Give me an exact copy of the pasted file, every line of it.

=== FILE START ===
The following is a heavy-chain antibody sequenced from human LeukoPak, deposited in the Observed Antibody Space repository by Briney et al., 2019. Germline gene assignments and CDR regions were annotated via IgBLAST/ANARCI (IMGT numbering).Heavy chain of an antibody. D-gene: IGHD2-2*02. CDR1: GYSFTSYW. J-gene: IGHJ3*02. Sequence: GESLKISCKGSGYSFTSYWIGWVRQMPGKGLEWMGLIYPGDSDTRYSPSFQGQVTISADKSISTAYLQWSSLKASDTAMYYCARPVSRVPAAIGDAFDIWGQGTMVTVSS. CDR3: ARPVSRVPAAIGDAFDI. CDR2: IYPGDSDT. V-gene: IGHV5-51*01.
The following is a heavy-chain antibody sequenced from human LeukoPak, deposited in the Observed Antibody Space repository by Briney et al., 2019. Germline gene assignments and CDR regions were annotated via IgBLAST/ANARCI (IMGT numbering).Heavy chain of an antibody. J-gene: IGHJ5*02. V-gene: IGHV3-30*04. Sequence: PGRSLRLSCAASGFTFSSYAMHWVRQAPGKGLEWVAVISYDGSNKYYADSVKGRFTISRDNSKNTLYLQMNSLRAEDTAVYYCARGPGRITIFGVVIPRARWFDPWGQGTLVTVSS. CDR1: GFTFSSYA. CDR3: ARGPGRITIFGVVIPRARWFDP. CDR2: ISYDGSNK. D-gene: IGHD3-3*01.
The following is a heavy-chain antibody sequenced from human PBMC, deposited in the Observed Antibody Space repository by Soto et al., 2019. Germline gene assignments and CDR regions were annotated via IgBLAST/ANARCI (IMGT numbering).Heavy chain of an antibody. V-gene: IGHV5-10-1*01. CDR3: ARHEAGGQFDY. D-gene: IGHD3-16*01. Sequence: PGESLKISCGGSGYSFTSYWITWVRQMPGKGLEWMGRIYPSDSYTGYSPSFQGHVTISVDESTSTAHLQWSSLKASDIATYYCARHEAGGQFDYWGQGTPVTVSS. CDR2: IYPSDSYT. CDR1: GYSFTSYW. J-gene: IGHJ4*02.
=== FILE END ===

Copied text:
The following is a heavy-chain antibody sequenced from human LeukoPak, deposited in the Observed Antibody Space repository by Briney et al., 2019. Germline gene assignments and CDR regions were annotated via IgBLAST/ANARCI (IMGT numbering).Heavy chain of an antibody. D-gene: IGHD2-2*02. CDR1: GYSFTSYW. J-gene: IGHJ3*02. Sequence: GESLKISCKGSGYSFTSYWIGWVRQMPGKGLEWMGLIYPGDSDTRYSPSFQGQVTISADKSISTAYLQWSSLKASDTAMYYCARPVSRVPAAIGDAFDIWGQGTMVTVSS. CDR3: ARPVSRVPAAIGDAFDI. CDR2: IYPGDSDT. V-gene: IGHV5-51*01.
The following is a heavy-chain antibody sequenced from human LeukoPak, deposited in the Observed Antibody Space repository by Briney et al., 2019. Germline gene assignments and CDR regions were annotated via IgBLAST/ANARCI (IMGT numbering).Heavy chain of an antibody. J-gene: IGHJ5*02. V-gene: IGHV3-30*04. Sequence: PGRSLRLSCAASGFTFSSYAMHWVRQAPGKGLEWVAVISYDGSNKYYADSVKGRFTISRDNSKNTLYLQMNSLRAEDTAVYYCARGPGRITIFGVVIPRARWFDPWGQGTLVTVSS. CDR1: GFTFSSYA. CDR3: ARGPGRITIFGVVIPRARWFDP. CDR2: ISYDGSNK. D-gene: IGHD3-3*01.
The following is a heavy-chain antibody sequenced from human PBMC, deposited in the Observed Antibody Space repository by Soto et al., 2019. Germline gene assignments and CDR regions were annotated via IgBLAST/ANARCI (IMGT numbering).Heavy chain of an antibody. V-gene: IGHV5-10-1*01. CDR3: ARHEAGGQFDY. D-gene: IGHD3-16*01. Sequence: PGESLKISCGGSGYSFTSYWITWVRQMPGKGLEWMGRIYPSDSYTGYSPSFQGHVTISVDESTSTAHLQWSSLKASDIATYYCARHEAGGQFDYWGQGTPVTVSS. CDR2: IYPSDSYT. CDR1: GYSFTSYW. J-gene: IGHJ4*02.